More string indexing semantics issues

Maciej Stachowiak mjs at
Wed Jun 25 18:36:59 PDT 2008

On Jun 25, 2008, at 2:33 PM, Garrett Smith wrote:

> On Wed, Jun 25, 2008 at 1:52 PM, Maciej Stachowiak <mjs at>  
> wrote:
>> I have not seen any reports of such problems. If it were common to  
>> put
>> random numeric properties on String objects, I expect we would have  
>> had a
>> bug report by now.
> Why?

What I meant is this:

1) When Safari/WebKit/JavaScriptCore diverges from other browsers in  
JavaScript behavior, in ways that Web content depends on, we have  
historically gotten bug reports even when the issue is very obscure.  
See my earlier comments about things like function declarations in  
statement position for examples.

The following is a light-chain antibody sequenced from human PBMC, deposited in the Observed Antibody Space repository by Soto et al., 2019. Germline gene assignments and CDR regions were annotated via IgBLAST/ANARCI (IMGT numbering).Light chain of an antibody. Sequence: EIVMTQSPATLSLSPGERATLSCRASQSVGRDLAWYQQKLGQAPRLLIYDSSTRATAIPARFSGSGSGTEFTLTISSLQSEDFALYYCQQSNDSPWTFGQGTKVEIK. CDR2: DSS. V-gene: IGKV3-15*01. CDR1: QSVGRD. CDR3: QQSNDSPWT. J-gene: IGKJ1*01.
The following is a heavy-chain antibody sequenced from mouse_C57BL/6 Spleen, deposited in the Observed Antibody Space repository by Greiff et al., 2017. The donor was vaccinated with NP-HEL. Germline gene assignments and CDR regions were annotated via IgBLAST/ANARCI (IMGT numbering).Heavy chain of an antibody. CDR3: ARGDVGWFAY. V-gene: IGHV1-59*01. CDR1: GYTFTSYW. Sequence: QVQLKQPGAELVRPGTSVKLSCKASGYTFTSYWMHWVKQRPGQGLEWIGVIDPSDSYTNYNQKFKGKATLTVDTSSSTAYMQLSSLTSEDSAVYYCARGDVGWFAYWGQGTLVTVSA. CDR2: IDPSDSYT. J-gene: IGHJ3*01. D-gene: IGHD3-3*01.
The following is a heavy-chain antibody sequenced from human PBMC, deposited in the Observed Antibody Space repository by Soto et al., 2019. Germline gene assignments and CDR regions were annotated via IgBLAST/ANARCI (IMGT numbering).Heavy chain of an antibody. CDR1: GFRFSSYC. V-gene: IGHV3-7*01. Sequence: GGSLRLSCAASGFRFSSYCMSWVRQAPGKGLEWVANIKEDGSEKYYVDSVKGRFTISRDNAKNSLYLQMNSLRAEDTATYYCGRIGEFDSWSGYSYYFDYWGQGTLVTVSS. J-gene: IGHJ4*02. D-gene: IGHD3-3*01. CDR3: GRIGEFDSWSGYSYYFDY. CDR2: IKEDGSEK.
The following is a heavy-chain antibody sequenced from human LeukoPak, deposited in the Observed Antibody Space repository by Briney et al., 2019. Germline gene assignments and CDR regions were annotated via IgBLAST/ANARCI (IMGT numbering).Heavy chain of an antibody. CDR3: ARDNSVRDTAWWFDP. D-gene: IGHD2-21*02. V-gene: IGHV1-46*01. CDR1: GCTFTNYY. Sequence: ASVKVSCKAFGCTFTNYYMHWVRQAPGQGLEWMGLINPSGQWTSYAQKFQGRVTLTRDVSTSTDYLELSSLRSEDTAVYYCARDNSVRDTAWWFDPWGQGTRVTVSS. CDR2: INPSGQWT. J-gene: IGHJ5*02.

2) We have not gotten bug reports that involve a site breaking because  
it set a low numeric property on a String object, and did not get the  
expected value back. At least, none have been found to have this as  
the cause. In other words, we have not seen cases like this:

var s = new String("abc");
s[0] = "expected";
if (s[0] != "expected")
     alert("EPIC FAIL");

3) Therefore, I think it is unlikely that a lot of public Web content  
depends on being able to do this. If this were at all common, odds are  
that we would have heard about it by now. As Brendan suggests,  
deploying the behavior in beta versions of other browsers would give  
us more data points.

> Do you are there many Webkit only applications? Do these
> applications take advantage of string indexing via property access?

I do not think the existence of WebKit-only applications is relevant.  
There are in fact a fair number (for example Dashboard widgets and  
iPhone-specific Web apps), but they do not tell us anything about  
whether public Web content at large depends on the behavior of  
allowing any numeric property of a String object to be successfully  
assigned. (I do not think any of this content depends on the WebKit  
behavior either).


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